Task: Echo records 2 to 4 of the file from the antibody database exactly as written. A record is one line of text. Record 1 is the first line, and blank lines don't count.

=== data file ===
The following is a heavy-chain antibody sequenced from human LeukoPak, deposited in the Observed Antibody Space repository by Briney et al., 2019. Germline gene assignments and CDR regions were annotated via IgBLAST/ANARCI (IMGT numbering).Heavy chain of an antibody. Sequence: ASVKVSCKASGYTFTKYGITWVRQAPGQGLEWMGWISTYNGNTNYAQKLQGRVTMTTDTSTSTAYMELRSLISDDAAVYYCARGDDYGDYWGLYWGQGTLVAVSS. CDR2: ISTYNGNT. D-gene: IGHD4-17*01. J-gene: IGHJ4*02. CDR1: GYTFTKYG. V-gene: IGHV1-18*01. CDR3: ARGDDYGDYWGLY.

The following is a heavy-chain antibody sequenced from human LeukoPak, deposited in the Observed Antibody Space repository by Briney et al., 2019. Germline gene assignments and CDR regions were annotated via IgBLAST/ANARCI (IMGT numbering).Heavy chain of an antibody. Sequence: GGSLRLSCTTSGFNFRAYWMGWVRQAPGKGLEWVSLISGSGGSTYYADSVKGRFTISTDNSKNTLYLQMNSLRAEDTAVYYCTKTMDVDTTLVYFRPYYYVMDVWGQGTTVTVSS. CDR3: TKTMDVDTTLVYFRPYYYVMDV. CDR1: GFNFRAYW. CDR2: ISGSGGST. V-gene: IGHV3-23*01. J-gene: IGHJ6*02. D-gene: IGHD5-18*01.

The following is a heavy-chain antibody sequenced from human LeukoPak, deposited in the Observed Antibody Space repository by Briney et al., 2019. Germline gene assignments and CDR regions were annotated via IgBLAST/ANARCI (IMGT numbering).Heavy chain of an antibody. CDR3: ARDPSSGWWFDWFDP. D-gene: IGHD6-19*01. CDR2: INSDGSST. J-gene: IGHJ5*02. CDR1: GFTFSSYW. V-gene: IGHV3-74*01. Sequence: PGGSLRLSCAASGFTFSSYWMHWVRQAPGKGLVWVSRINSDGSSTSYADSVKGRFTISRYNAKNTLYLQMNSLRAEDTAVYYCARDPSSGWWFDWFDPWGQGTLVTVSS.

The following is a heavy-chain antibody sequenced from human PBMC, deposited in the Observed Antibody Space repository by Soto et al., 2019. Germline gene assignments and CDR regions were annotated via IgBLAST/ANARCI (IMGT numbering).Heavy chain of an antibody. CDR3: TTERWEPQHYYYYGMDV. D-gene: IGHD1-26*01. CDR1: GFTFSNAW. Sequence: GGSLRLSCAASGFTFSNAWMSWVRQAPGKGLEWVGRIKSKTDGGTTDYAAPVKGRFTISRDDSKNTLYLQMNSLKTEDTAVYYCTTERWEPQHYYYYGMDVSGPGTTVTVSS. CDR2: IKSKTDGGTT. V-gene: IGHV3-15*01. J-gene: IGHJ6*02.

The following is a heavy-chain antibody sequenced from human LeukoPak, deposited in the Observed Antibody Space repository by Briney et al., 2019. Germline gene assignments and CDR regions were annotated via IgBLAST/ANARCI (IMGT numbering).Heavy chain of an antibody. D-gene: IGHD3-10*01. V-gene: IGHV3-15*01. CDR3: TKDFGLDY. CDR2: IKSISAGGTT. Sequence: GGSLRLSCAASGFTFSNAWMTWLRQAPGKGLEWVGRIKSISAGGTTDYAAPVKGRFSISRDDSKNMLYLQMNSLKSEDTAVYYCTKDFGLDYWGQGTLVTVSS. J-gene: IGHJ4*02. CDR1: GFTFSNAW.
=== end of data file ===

The following is a heavy-chain antibody sequenced from human LeukoPak, deposited in the Observed Antibody Space repository by Briney et al., 2019. Germline gene assignments and CDR regions were annotated via IgBLAST/ANARCI (IMGT numbering).Heavy chain of an antibody. Sequence: GGSLRLSCTTSGFNFRAYWMGWVRQAPGKGLEWVSLISGSGGSTYYADSVKGRFTISTDNSKNTLYLQMNSLRAEDTAVYYCTKTMDVDTTLVYFRPYYYVMDVWGQGTTVTVSS. CDR3: TKTMDVDTTLVYFRPYYYVMDV. CDR1: GFNFRAYW. CDR2: ISGSGGST. V-gene: IGHV3-23*01. J-gene: IGHJ6*02. D-gene: IGHD5-18*01.

The following is a heavy-chain antibody sequenced from human LeukoPak, deposited in the Observed Antibody Space repository by Briney et al., 2019. Germline gene assignments and CDR regions were annotated via IgBLAST/ANARCI (IMGT numbering).Heavy chain of an antibody. CDR3: ARDPSSGWWFDWFDP. D-gene: IGHD6-19*01. CDR2: INSDGSST. J-gene: IGHJ5*02. CDR1: GFTFSSYW. V-gene: IGHV3-74*01. Sequence: PGGSLRLSCAASGFTFSSYWMHWVRQAPGKGLVWVSRINSDGSSTSYADSVKGRFTISRYNAKNTLYLQMNSLRAEDTAVYYCARDPSSGWWFDWFDPWGQGTLVTVSS.

The following is a heavy-chain antibody sequenced from human PBMC, deposited in the Observed Antibody Space repository by Soto et al., 2019. Germline gene assignments and CDR regions were annotated via IgBLAST/ANARCI (IMGT numbering).Heavy chain of an antibody. CDR3: TTERWEPQHYYYYGMDV. D-gene: IGHD1-26*01. CDR1: GFTFSNAW. Sequence: GGSLRLSCAASGFTFSNAWMSWVRQAPGKGLEWVGRIKSKTDGGTTDYAAPVKGRFTISRDDSKNTLYLQMNSLKTEDTAVYYCTTERWEPQHYYYYGMDVSGPGTTVTVSS. CDR2: IKSKTDGGTT. V-gene: IGHV3-15*01. J-gene: IGHJ6*02.